There is a plan afoot to change the footballing landscape from FIFA president Gianni Infantino.
The first steps for his changes could take place in Miami this week at the meeting of the FIFA Council, but final approval will be needed next June at the governing body's congress, which could also see the Swiss remain as the head of FIFA.
One of the first issues to deal with in Florida will be extending the Qatar World Cup to 48 national teams.
His plan is to reach more countries and more fans, even if their chances for success will be remote when it comes to competing against the game's bigger powers.
He wants them to enjoy everything that goes with participation in a tournament as special as the World Cup and believes it is the best way to promote the sport.
Changes in Qatar 2022
A 48-team World Cup is scheduled for the 2026 edition, but Infantino maintains that the structure of the next World Cup could support the calendar moving from 64 to 80 games.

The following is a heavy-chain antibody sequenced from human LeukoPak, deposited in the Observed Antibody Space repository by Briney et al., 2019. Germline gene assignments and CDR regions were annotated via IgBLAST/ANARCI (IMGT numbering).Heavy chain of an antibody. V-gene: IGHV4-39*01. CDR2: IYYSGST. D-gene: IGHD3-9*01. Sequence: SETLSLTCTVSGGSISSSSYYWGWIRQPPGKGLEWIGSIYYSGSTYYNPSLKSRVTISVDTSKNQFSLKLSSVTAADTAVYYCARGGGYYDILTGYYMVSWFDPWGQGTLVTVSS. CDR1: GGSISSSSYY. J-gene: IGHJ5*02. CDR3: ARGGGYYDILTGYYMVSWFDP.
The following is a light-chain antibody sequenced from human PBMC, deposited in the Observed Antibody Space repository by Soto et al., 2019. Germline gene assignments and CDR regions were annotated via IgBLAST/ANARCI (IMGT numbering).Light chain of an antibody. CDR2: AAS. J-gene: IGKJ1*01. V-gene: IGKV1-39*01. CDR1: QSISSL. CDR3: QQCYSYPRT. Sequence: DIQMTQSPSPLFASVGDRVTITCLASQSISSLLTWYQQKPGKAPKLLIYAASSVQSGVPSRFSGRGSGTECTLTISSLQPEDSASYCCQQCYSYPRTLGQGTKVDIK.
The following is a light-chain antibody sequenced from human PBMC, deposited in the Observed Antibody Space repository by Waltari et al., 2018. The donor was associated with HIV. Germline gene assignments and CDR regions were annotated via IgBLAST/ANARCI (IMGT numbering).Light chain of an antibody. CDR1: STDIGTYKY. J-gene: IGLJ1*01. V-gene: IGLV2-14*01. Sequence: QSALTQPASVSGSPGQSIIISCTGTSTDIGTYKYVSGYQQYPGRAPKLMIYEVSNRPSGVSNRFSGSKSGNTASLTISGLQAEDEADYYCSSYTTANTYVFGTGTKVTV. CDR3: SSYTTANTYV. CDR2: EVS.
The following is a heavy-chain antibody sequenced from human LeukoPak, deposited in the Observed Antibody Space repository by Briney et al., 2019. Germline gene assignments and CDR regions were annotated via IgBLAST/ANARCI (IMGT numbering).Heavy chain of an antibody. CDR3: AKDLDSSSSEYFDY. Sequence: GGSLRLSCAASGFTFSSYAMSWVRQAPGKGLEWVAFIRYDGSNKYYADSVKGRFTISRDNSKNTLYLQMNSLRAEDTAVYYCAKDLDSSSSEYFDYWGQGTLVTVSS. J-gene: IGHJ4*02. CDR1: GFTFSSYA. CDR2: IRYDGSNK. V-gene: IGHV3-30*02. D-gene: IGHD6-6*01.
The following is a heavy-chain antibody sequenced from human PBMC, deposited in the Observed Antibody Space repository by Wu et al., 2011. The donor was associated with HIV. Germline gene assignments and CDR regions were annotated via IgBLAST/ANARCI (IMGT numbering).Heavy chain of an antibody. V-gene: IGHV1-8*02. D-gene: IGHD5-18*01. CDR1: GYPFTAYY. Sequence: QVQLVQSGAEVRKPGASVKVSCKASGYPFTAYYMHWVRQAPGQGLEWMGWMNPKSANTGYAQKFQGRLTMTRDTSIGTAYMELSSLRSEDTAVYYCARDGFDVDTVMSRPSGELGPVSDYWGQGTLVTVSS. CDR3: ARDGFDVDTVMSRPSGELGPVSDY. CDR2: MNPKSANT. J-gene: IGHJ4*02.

It would also guarantee additional revenue of between 265 and 350 million euros, of which 100m euros would be related to television rights, 130m euros in marketing rights and 80m euros in ticket sales.
Another obstacle lies in the blockade imposed by Bahrain, Egypt, Saudi Arabia and the UAE to Qatar since the increase in teams would mean that other games would have to be disputed in some nearby countries, something that is impossible at the moment.
UEFA say no
UEFA and Aleksander Ceferin have continued to express their opposition to FIFA's reforms.
They are convinced that the meeting in Miami will not have voters agree and everything will be open to what happens in Paris in June.
They oppose both the Club World Cup changes and the creation of a global League of Nations, a copy of the one created by UEFA.
Club World Cup
FIFA's president also intends to create a Club World Cup of 24 teams that would take the place of the Confederations Cup and would start in 2021, a principle supported by an investment of 20 billion euros.
League of Nations
The rest of the confederations seem to support the Club World Cup plan, but a global league is something that is also being met with opposition from the European confederation.
They aren't happy with Infantino's plan to bring more competitive games to FIFA at the expense of their own teams and associations.